Norman Mailer probably doesn’t visit Albuquerque very often, but if he did, he would be disgusted by the city’s philistine view of graffiti. During the seventies, after all, Mailer couldn’t heap enough praise upon such spray-can scribble. The graffiti artist, or “tagger,” was a heroic rebel of the ghetto, acting against an oppressive society on “the power of his own belief” and creating works fit to hang alongside those of Raphael and Van Gogh. Albuquerque lacks such refined tastes. Mayor Martin Chavez calls graffiti “an attack on the community,” and since his election in 1993, he has made getting rid of it a top priority, with notable success.

Before Chavez took office, graffiti was “so rampant the city looked like Beirut,” according to one resident. Gangs used the wild, jagged scrawlings to mark off territory, to memorialize their dead, and to taunt their rivals. In areas where graffiti was especially dense, law-abiding citizens watched helplessly as real estate prices sank and businesses fled. For them, the message was clear: chaos rules here.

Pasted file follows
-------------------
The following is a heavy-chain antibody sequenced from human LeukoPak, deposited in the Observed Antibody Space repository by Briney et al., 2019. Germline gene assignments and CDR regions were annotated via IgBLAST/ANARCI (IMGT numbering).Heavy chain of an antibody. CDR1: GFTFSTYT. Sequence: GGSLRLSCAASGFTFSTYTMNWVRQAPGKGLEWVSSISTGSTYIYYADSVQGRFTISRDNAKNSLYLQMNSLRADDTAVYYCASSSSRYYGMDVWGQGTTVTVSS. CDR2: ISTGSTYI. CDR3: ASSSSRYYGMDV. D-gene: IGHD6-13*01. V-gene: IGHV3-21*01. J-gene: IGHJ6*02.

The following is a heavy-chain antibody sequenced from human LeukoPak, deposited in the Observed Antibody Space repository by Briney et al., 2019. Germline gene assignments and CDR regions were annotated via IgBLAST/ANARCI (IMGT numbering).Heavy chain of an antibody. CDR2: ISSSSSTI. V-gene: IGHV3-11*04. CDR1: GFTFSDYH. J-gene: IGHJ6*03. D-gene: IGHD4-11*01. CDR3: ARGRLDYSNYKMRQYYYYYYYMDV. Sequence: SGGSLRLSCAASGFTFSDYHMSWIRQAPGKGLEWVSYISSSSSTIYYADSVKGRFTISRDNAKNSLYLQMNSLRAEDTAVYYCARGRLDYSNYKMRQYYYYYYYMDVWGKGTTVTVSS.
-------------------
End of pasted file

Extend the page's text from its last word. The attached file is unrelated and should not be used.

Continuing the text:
But things changed in 1993. Chavez organized a “Paint the Town Day,” and 7,500 volunteers, using more than 13,000 gallons of paint, blotted out Albuquerque’s graffiti. Neighbors banded together to adopt certain blocks and to report new outbreaks, and the city created a rapid-response clean-up team. “Our best weapon is getting to problem sites right away,” says Carm Sciarrotta, one of the team’s foremen. “Sometimes graffiti will pop up again 24 hours later. But eventually the taggers get tired.”

The city also attacked the problem at its source. Having found that criminal prosecution was no help—young offenders got slapped with misdemeanors and were back on the streets in no time—Albuquerque turned to the civil courts. Now the street artists get to foot the bill for their self-expression. “We had one kid who did $2,400 worth of damage throughout the city,” reports Tito Montoya, head of Albuquerque’s Graffiti Removal Services. “The court said he was liable for 50 percent of the clean-up costs. His mother came in, wrote a check for $1,200, and took the kid out by the ear. We’ve never had a problem with him again.”

The city planned to have its fourth “Paint the Town Day” this year, but it was canceled—for lack of graffiti. Somewhere Norman Mailer sighs.


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